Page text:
Marquis Theatre, NYC
As far as musical theatre goes, there are few shows as epic as Stephen Sondheim’s masterpiece Follies. Originally opening at the Winter Garden in 1971, since its closing it has created a cult of dedicated followers who eagerly attend every revival hoping to catch a glimmer of fading ecstasy. The current production at the Marquis may not be able to scale such overwhelming expectations, but it certainly makes a respectable and entertaining attempt.
Jan Maxwell plays a sexy Phyllis of great power and seething restraint, pulling off the unlikely trick of making "Could I Leave You?" the show stopper that "Losing My Mind" would normally be.Her stage presence breaths with a casual luxury and class, perched on top of an unhappy existence which erupts in Act II to reveal all the deep-seated pain buried beneath. Danny Burstein balances on a similar tightrope of marital misery, keeping his footing more with glib humor. Achieving some of the most relaxed deliveries in the production, Burstein melts into the role of Buddy, acting in a completely unstilted manner that is regretfully uncommon, particularly in musical theatre. Elaine Paige goes for a successful slow burn with "I’m Still Here," making for another of the performance's most memorable moments, and Lora Lee Gayer employees some well-placed comic subtleties, giving a charmingly awkward interpretation of Young Sally. As a whole, the cast is one of this Follies’s most striking features.
Bernadette Peters makes a decent start, using her signature quirks and offbeat timing to create a Sally who is lost in her own delusions. While Peters does not shine as some of her fellow cast members do, she holds her own until reaching her character's most pivotal song. "Losing My Mind" falls flat in Peters’s hands as she stiffly stands center stage, struggling to look like she’s falling apart, squawking out some of the notes in a manner that makes it sound like she’s lost her voice as well. Director Eric Schaeffer is partially to blame for this misfire on one of the show’s most beloved numbers, a fault which is hinted at by his direction of most of the first act. Schaeffer appears outmatched by the scale of this piece and reacts with static staging and dependence on the gimmick of having ghostly showgirls of the past fill the empty parts of the stage that would otherwise go completely unused. Derek McLane’s set design has a making-do, stripped-down quality about it. The proscenium is crumbling and the present decay is clear, but any hints of a former glory are left entirely to the imagination, with only the beautiful ghosts of the past offering any indication of what the place once was.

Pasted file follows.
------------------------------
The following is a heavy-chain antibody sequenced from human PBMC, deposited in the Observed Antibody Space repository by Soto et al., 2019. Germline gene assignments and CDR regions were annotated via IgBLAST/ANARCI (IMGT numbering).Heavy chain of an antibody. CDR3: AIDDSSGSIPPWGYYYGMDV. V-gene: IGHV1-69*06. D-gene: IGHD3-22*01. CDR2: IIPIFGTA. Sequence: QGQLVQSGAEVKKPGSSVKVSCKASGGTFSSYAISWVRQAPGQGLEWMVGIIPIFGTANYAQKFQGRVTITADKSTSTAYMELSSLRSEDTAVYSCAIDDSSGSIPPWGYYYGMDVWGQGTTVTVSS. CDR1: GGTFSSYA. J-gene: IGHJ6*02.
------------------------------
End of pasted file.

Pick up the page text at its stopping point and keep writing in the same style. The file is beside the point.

Given its weaker points, none are glaring enough to cause any significant damage to the overall experience and any bumps in the road are worth weathering for the ride. Any true musical theatre aficionado should see a professional production of Follies at least once in their life and this current production certainly presents a deserving opportunity. - C. Jefferson Thom
Mr. Thom lives in New York City and walks dogs, writes plays, and loves dissecting pop culture.